“Ratification of this amendment would help secure America’s place as a global leader in several manufacturing industries, and in turn give American products an advantage in the international marketplace,” the group of seven senators noted, citing a University of Maryland estimate that Kigali would add 33,000 new jobs and $12.5 billion to the U.S. economy.
Senate Environment and Public Works Chair Tom Carper (D-Del.) and Sen. John Kennedy (R-La.) penned an op-ed over the weekend that did make mention of climate change. But they also leaned in on the job-creation potential in states that are manufacturing HFC alternatives.
“Win-win opportunities aren’t easy to find in politics, but sometimes single solutions exist to help tackle several challenges,” they wrote.
Carper told E&E News that yesterday’s vote showed “bipartisan willingness” to address climate change in a meaningful way. He pointed to legislation on water infrastructure that had also cleared his committee on a bipartisan basis.
“We can still find ways to get the big things done,” he said.
But Congress has never ushered major climate legislation into law. And the odds of doing so seem only to have lengthened in recent years — thus the Democrats’ current strategy of using a budget maneuver to pass climate legislation on a party-line vote in the Senate.
Most wide-ranging climate policies that can deliver sweeping greenhouse gas reductions aren’t a win-win proposition like Kigali. Even efficient climate policies generally incur costs somewhere, raising concern among conservatives for whom government regulation can be antithetical.
“It’s difficult when you look at it as the zero-sum game that a lot of members do,” said Schrodt of the Niskanen Center. “I think that we would point to policies where the net is more positive than negative. But especially when you’re looking at economywide climate measures, it’s going to be virtually impossible to not have somebody on the opposite side of a policy.”
The Niskanen Center backs a carbon tax, but Schrodt said smaller “bites at the apple” are the best candidates for bipartisan compromise on climate change. He did express hope that negotiations being led by Sen. Joe Manchin (D-W.Va.) could result in landmark climate legislation.
A handful of Republican lawmakers have shown interest recently in the idea of a border adjustment mechanism that would reward lower-emissions manufacturers — like those in the U.S. — at the expense of producers from less regulated countries, like China.
George David Banks, a former climate adviser in the Trump White House and a proponent of the idea, said it should appeal to conservatives.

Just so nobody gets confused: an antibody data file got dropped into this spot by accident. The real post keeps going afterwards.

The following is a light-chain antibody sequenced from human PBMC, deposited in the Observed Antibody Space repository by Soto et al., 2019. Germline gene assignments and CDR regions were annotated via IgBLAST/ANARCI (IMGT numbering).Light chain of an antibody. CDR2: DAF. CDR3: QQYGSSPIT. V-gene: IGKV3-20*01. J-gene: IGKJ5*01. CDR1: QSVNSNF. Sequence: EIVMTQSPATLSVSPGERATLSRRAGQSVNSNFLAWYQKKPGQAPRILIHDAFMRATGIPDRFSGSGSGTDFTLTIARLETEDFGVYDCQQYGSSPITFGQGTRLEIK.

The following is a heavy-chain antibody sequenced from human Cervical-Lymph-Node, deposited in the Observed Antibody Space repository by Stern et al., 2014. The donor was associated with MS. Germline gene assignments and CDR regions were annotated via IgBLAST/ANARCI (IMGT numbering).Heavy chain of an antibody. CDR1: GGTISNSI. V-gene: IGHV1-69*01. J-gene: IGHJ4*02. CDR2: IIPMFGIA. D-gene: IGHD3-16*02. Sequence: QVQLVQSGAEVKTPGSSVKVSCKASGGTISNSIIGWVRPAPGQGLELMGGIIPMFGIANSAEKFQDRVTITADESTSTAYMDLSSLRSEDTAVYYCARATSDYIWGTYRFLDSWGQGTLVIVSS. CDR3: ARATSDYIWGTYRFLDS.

“I think a key to gaining Republican support for a climate policy is that policy creating a competitive advantage for the United States in global markets, which will help bolster U.S. manufacturing, create jobs and help return key components of the supply chain back to our shores,” he said.
The border policy does that, he said, and so does the Kigali Amendment.
The Biden administration and its environmental backers have likewise punctuated the employment and economic benefits in their climate policies, like the stalled “Build Back Better Act.” The climate and social spending bill would channel hundreds of billions of dollars toward tax credit extensions and expansions and other incentives for private sector investment in clean energy.
Jamal Raad, executive director of Evergreen Action, called the bill “95 percent carrots” with few sticks.
“The cost of inaction is way more than the cost of action,” he said. “But that said, we’re not talking about sacrifice, we’re talking about building a better future and a more clean and equitable future.”
But Saleemul Huq, director of the Bangladesh-based International Centre for Climate Change and Development, said he’s encouraged by the prospects of the U.S. ratifying Kigali. But he said rich countries should not shy away from climate policies that might make a crucial difference to vulnerable countries like his own just because they’re costly.
“The actions needed to tackle climate change at the speed needed will involve some short-term costs for the U.S., which must also be done to save the global temperature from overshooting the 1.5 [C] that all countries have agreed to do,” Huq said.
Reporter Nick Sobczyk contributed.
This story also appears in E&E Daily.